What is Plasma?
is the fourth state of matter. Although the definition of plasma is
often simplified to being an "ionized gas," the true definition of
plasma is more complex than this, for some ionization is common in almost
every gas. Plasma can be defined more accurately and scientifically as
"a quasineutral gas of charged and neutral
particles which exhibits collective behavior" (Chen, 3). In
simplified terms, plasma is a gas that can conduct electricity.
is the most common state of matter; it is believed to comprise more than 99%
of our visible universe. Every time we witness a bolt of lightning or
gaze in awe at (or see photographs of) the Aurora Borealis, we are observing
plasma on Earth. The truth, however, is that we seem to live in the 1%
of our universe where naturally occurring plasma is quite rare.
Lightning and the Aurora Borealis are just two of the very few examples of
naturally occurring plasma on this planet. Plasma is relatively rare on
Earth because very high temperatures are often necessary for plasma
formation. In fact, at extremely high temperatures, all matter is in
the plasma state. This is true because heat causes atoms of a neutral
gas to speed up, thus increasing the probability and occurrences of
collisions; when atoms collide, electrons can be liberated from their parent
atom. The result is the creation of a charged gas (plasma). This
condition for plasma formation explains why plasmas are commonly found in
astronomical bodies with temperatures of millions of degrees, as well as why
they are rare on Earth.
Very high temperature is not the only condition that is conducive to plasma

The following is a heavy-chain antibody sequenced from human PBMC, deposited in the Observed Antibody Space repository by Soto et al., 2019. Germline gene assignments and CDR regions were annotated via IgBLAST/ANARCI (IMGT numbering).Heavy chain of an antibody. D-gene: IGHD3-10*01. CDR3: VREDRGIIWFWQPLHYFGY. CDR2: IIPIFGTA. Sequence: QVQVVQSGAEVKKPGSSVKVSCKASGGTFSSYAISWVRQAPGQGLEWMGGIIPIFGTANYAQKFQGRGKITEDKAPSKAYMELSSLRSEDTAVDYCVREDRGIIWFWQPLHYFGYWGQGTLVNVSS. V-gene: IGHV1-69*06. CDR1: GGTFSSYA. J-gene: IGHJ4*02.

formation. Gas also ionizes when it is rarefied; when a gas is
rarefied, freed electrons virtually never encounter an ion with which it can
rejoin. Plasma can also be formed when an exterior source of energy,
like an electromagnetic field, is so strong that it tears electrons free from
originally neutral atoms. The conversion of a neutral gas into a plasma
can occur extremely quickly. (The Pervasive Plasma State).
Why Study Plasma?
There are numerous everyday uses for
plasmas. For example, fluorescent lights and neon signs work because of
plasma. Circuit features on microprocessor chips in computers also
contain plasma. Even the exhaust that is emitted during rocket launches
is actually plasma, not gas. Plasma is also used to manufacture
industrial diamonds and superconducting films.
It may be the solution to our energy
problems. While the Earth's natural supplies of coal, oil, and natural gas
are being depleted, and the burning of fossil fuels creates harmful
pollution, fusion is raising the hopes of many scientists. After all,
the deuterium in the Earth's oceans is sufficient, through fusion, to
energize the world for millions of years at little or no cost to our
environment. And plasma is key in
fusion. This is true because fusion occurs when the atomic nuclei of
light elements are combined to create heavier nuclei. This nuclear
reaction results in the release of enormous quantities of energy. But
for fusion to occur, three conditions must be met. The particles must
be hot enough, in sufficient number (density), and well contained
(confinement time). All three of these conditions are observed when
matter is in the plasma state. Research in plasma physics could help
make fusion reactors part of our future.
Studying plasma will hopefully unlock the
secrets of space weather and allow scientists to forecast space weather more
accurately. Since stars, nebula, and other galaxies are primarily
plasma, studying plasma will hopefully answer many of the lurking questions
about such topics as how stars are created and how they die.